Vincent Miczek ’21 recently earned a bachelor’s degree in aerospace engineering from the College of Engineering and Computer Science (ECS) and is commissioning into the United States Air Force and will be headed to Vance Air Force Base, Oklahoma. At…
A successful president needs experience in government.
After Oprah Winfrey gave an impassioned speech at the Golden Globes, a rallying cry arose on social media for Winfrey to run for president in 2020. However, Shana Kushner Gadarian, an associate professor of political science at the Maxwell School at Syracuse University and the author of Anxious Politics: Democratic Citizenship in a Threatening World, says that a successful president needs experience in government.
“Oprah gave a masterful speech at the Golden Globes where she reflected on the legacy of racial injustice and gender inequality that makes her story of rising from poverty to celebrity extraordinarily powerful. She did what great political speeches often do, which is to reflect how her story is a function of many other people’s stories and how together, we can rise above these legacies of inequality to move forward together. This is what sociologist Marshall Ganz calls ‘The me, the we and the now;’ it’s a rhetorical structure that Barack Obama uses frequently,” says Gadarian.
“If the presidency was a ceremonial position, if it was acting as the head of state, giving speeches and inspiring people (much in the way that Queen Elizabeth does), then Oprah would do an excellent job. However, the American president needs expertise and experience with policymaking to successfully manage foreign and domestic policy, manage a large and complex federal bureaucracy, nominate judges, etc.,” says Gadarian. “Inexperience in government makes for a less successful presidency. Oprah the politician would not be the same figure as Oprah the celebrity – she would need to take positions on economic and social issues that would appeal to some voters and not others. Partisanship is a strong force in American politics and watching Oxygen or buying O Magazine is not going to be enough of a pull to convince (largely white) Republican women to cross party lines to vote for her.”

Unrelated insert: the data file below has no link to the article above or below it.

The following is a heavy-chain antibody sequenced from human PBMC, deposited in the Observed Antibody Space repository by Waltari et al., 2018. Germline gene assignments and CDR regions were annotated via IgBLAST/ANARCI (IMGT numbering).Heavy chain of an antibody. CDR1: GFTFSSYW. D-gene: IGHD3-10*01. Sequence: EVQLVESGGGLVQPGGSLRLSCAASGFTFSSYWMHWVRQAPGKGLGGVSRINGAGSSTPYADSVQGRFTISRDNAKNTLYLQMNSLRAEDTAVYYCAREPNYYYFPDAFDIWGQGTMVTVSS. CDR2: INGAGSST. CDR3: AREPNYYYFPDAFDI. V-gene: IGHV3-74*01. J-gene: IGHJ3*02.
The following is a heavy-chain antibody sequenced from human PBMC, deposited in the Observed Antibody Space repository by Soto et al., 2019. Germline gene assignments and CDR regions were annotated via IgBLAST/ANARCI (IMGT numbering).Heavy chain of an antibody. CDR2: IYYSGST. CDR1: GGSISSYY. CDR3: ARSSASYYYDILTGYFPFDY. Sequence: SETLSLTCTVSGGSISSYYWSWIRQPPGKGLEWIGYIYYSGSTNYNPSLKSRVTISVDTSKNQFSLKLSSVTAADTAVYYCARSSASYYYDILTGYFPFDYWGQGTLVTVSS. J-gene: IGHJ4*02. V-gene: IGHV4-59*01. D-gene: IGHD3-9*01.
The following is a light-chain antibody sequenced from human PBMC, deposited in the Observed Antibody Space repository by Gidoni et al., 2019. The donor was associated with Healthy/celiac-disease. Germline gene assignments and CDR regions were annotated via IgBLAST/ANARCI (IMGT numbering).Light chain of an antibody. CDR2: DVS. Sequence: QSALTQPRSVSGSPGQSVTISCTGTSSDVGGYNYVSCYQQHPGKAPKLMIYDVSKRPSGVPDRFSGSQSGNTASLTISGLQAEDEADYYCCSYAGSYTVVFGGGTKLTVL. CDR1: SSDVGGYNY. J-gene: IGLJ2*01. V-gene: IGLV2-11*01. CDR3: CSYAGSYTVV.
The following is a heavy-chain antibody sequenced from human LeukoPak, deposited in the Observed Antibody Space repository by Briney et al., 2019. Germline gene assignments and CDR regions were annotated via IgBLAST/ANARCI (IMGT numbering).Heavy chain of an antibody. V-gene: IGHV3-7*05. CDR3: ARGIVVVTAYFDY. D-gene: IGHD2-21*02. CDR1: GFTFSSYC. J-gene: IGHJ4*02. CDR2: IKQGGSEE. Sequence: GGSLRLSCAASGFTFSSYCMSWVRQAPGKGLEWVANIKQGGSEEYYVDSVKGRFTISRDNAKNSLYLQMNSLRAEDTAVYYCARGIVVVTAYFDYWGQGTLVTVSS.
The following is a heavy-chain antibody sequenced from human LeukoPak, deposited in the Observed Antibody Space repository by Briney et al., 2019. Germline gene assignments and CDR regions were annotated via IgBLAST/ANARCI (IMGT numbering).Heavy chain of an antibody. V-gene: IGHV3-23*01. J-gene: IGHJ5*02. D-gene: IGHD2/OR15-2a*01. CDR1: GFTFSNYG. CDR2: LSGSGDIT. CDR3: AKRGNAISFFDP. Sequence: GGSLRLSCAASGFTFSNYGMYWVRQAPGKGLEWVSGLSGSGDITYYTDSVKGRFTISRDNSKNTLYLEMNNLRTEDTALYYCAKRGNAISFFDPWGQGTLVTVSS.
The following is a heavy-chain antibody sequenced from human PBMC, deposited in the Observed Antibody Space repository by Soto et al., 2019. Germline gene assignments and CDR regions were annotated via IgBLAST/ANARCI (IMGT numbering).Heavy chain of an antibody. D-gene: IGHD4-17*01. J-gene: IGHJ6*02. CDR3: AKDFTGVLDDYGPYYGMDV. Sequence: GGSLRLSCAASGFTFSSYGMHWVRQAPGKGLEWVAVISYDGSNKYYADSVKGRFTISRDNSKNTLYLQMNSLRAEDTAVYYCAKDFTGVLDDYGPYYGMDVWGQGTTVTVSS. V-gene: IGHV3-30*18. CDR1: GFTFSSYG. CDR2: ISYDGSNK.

“There are thousands of women running for office in 2018 who will be the real story of 2020 – these women, with their training, their unique backgrounds, their experience in state legislatures, local school boards, or the United States Senate will be the women who change the country in 2020. Oprah will hopefully be there in political life – cheering them on, endorsing them, and fundraising for them,” says Gadarian.
Media interested in talking to Gadarian, please contact Ellen James Mbuqe, director of news and PR at Syracuse University, at email@example.com or 315.443.1897 or Keith Kobland, media manager at Syracuse University, at firstname.lastname@example.org or 315.443.9038.